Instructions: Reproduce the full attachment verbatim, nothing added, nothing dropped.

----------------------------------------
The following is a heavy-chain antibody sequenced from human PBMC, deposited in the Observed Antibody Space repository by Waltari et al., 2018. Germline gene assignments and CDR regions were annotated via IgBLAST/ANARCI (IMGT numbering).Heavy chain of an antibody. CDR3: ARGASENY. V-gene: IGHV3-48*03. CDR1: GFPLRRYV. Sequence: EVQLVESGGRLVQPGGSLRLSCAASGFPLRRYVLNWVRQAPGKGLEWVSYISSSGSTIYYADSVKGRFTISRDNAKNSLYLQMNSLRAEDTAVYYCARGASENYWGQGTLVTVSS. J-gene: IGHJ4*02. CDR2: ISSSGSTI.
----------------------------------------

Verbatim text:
The following is a heavy-chain antibody sequenced from human PBMC, deposited in the Observed Antibody Space repository by Waltari et al., 2018. Germline gene assignments and CDR regions were annotated via IgBLAST/ANARCI (IMGT numbering).Heavy chain of an antibody. CDR3: ARGASENY. V-gene: IGHV3-48*03. CDR1: GFPLRRYV. Sequence: EVQLVESGGRLVQPGGSLRLSCAASGFPLRRYVLNWVRQAPGKGLEWVSYISSSGSTIYYADSVKGRFTISRDNAKNSLYLQMNSLRAEDTAVYYCARGASENYWGQGTLVTVSS. J-gene: IGHJ4*02. CDR2: ISSSGSTI.